Tecnica Ruined my Workbench — Review, Cochise Backcountry Freeride Ski Boot

Post by WildSnow.com blogger | February 18, 2011      

Shop for Tecnica Cochise backcountry skiing and freeride boots.

Que Macho (or in Apache as Cochise would have perhaps said, “Ik aa’ye iidenka ashii nadndaal. ei nanlwogo aniile shiiyii’ii.Â, look it up), Tecnica has upped the anti with their tech compatible freeride backcountry skiing boot series. The shoes are named after competition rodeo bulls, one of whom is named after the Apache warrior/leader who’s become part or our western legend. All good, but can a boot named in honor of bulls and fighters hold up to the WildSnow tech fitting ANSI approved tractor pull?

Tecnica backcountry skiing boots.

Results of tractor pull powered by my ANSI approved pry bar -- it looks like answer to above question is YES. Tecnica's version of tech fittings stayed true, force I applied ripped binding out of workbench it was screwed to with extra long screws. The boot fitting deformed a tiny amount during this extreme test, but the force I applied was in my opinion way beyond anything it would receive in normal skiing. Thus, I give this a 100% pass as well as a thumbs up for Tecnica's extra effort at making their fittings ultra reliable for big skiers with big boots and big skis.

Tecnica Cochise

Cochise is probably Tecnica's most 'backountry friendly' freeride boot. Two liner options are available. I used the lighter but slightly softer 'light' liner. Total weight of my size 27.5 Cochise with light liner is 68.5 oz, 1938 gr, per boot. Not bad for a full-on beefer.

Tecnica Cochise backcountry skiing freeride ski boot.

Sole swap blocks are attached with large button head machine screws that thread into an internal double-T-nut. This is one of the the strongest sole attachment systems I've seen yet. I ground down this set of blocks so they'd work in alpine bindings yet still snap into a tech binding such as Dyanfit. Cool.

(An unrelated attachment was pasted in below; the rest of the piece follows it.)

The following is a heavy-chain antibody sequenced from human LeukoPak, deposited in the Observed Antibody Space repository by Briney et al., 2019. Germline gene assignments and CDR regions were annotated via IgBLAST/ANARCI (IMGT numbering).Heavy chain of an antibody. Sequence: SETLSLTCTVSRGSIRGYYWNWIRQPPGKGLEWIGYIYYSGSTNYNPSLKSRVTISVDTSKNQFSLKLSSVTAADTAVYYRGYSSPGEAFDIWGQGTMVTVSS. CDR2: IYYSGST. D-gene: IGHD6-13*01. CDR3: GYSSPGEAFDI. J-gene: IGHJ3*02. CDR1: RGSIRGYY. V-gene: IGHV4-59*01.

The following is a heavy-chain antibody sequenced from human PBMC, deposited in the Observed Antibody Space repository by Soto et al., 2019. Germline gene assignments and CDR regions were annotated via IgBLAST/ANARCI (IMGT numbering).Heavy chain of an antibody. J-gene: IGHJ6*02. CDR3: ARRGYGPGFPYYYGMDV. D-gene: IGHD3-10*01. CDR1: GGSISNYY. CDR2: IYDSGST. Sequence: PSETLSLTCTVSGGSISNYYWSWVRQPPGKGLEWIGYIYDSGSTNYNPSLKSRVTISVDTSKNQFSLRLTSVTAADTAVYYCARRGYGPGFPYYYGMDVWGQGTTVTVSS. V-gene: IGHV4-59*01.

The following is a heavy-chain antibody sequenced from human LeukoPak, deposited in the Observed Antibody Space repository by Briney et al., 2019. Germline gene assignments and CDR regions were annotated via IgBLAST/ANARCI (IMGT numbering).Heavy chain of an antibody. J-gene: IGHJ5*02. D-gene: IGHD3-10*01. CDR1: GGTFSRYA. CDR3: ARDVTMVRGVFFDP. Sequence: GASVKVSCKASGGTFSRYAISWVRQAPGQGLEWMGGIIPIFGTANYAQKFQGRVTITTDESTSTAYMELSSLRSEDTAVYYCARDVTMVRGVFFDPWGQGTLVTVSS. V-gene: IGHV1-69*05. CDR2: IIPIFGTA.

Tecnica ski boot sole block detached view.

Arrow points to double-t-nut. Displayed on inside of sole block for demonstration, T-nut is actually located inside of boot shell. In the case of the toe tech fitting, the sole block attachment screws actually go through the fitting, thus sandwiching everything together. As far as I could tell, Tecnica's sole block system has nearly zero wobble or play. Boot 'shoe' without sole block is shown to right, arrow indicates holes where sole block fastener goes.

Tec fitting comparison, Tecnica to left, type you'll find in many boots to right.

Tec fitting comparison, Tecnica to left is quite substantial and boasts more metal surface area to the outside than most tech fittings, thus preventing boot damage as well as making binding entry easier. To right is typical fitting you'll find in many tech compatible boots, it's strong enough for most skiers, but as boots and skis get bigger, perhaps thicker fittings are a necessary trend. Note that tech fitting failure is rare, but the Solomon tech fitting debacle of last spring means we need to cover every company's tech fittings as thoroughly as possible.

Tecnica tech fitting.

Tecnica tech fitting in tech binding, with double-T-nut attached for demonstration. Nice to see Tecnica's effort to make their fittings ultra strong.

Tecnica T-nut inside boot shell.

View inside Tecnica Cochise boot shell lower shoe, showing how doubt-T-nut backs attachment of sole blocks. In the case of the tech toe fitting, the attachment screws go right through the fitting and sandwich everything together in logical fashion.

Another view of the Tecnica boot toe tech fitting.

Another view of the Tecnica boot toe tech fitting. I have to say I like the looks of this thing. The large holes are where the sole block attachment screws pass through the fitting.